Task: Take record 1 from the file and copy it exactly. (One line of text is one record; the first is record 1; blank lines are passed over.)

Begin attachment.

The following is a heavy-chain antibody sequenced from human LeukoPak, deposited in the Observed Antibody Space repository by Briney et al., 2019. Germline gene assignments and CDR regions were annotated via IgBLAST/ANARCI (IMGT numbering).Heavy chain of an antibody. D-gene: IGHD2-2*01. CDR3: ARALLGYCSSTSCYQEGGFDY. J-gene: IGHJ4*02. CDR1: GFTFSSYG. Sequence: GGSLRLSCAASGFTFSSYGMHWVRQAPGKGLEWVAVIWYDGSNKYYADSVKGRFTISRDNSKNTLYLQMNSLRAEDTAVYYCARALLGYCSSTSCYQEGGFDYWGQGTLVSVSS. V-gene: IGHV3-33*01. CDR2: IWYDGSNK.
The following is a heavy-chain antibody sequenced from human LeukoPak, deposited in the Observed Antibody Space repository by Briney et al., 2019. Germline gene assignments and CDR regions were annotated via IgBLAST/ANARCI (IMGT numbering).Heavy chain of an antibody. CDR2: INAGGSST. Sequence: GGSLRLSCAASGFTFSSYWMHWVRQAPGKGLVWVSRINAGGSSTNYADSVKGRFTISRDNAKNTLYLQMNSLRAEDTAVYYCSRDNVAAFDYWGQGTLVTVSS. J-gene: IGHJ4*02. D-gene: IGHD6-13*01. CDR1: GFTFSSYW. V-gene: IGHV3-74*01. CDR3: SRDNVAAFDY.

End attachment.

The following is a heavy-chain antibody sequenced from human LeukoPak, deposited in the Observed Antibody Space repository by Briney et al., 2019. Germline gene assignments and CDR regions were annotated via IgBLAST/ANARCI (IMGT numbering).Heavy chain of an antibody. D-gene: IGHD2-2*01. CDR3: ARALLGYCSSTSCYQEGGFDY. J-gene: IGHJ4*02. CDR1: GFTFSSYG. Sequence: GGSLRLSCAASGFTFSSYGMHWVRQAPGKGLEWVAVIWYDGSNKYYADSVKGRFTISRDNSKNTLYLQMNSLRAEDTAVYYCARALLGYCSSTSCYQEGGFDYWGQGTLVSVSS. V-gene: IGHV3-33*01. CDR2: IWYDGSNK.